Readings in Creole Studiesby Ian F. Hancock (Editor), T. Giv?n, Geert Koefoed, William J. Samarin, Paul Stoller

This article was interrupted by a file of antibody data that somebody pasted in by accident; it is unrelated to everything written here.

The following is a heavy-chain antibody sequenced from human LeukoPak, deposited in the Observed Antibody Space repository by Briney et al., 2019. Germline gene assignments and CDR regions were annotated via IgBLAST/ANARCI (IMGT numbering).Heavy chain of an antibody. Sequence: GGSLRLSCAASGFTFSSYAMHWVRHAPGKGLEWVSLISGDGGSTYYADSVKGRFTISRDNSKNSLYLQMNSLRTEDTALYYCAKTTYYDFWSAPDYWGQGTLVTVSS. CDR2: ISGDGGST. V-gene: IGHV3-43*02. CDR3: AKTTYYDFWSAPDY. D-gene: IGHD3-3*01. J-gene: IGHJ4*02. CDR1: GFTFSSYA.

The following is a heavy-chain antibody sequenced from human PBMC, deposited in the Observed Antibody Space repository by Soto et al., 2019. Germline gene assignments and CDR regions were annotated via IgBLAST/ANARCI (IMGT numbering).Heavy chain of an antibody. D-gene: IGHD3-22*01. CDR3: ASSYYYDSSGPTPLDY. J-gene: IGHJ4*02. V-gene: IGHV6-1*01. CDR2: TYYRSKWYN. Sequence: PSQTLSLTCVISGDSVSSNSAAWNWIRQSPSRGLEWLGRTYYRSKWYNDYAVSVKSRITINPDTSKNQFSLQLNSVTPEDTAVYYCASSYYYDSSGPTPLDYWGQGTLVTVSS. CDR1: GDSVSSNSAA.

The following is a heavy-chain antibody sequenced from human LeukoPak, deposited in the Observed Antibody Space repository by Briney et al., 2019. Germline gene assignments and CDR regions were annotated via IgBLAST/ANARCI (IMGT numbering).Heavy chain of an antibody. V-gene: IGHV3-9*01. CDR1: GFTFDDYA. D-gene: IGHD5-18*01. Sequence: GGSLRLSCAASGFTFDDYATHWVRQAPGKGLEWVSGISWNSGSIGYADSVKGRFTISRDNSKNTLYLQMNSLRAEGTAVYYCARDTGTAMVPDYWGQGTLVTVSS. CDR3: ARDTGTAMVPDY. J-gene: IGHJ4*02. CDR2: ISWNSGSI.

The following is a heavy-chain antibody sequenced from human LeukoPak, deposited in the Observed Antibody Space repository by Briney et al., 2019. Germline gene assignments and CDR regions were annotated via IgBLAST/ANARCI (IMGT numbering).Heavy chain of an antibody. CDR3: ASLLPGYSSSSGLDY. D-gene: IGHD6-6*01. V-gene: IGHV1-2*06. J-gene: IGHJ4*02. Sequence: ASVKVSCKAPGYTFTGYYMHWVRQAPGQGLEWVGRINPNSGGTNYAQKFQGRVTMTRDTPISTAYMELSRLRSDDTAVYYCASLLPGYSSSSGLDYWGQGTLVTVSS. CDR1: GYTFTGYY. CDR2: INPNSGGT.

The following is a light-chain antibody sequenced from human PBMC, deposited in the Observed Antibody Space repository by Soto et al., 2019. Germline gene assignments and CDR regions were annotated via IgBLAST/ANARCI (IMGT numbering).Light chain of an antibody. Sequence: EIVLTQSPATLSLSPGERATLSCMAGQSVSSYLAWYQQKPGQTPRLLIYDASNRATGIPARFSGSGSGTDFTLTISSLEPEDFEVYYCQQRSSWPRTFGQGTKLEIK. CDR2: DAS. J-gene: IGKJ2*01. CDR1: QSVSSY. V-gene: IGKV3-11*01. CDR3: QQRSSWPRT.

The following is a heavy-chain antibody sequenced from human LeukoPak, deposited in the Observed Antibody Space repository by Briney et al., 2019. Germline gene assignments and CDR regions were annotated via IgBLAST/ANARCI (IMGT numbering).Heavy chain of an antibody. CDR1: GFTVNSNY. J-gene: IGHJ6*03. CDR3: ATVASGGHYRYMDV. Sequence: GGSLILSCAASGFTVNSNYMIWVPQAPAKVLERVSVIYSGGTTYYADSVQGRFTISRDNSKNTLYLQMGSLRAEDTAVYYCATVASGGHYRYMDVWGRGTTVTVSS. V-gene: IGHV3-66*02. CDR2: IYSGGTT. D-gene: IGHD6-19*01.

Creole studies embrace a wide range is disciplines: history, ethnography, geography, sociology, etc. The phenomenon of creolization has come to be recognized as widespread; creolization presupposes contact, and that is a human universal. The present anthology discusses social, historical and theoretical aspects of over twenty pidgins and creoles. Part one deals with general theoretical issues, especially those relating to pidgin language formation and expansion. Part two deals with those pidgins and creoles lexically related to indigenous African languages, and with incipient features of creolization in African languages themselves; part three with those related to Romance languages, and part four with those related to English. Throughout the volume, several current debates are taken up, including the still unsettled issues of creole language origins and classification.
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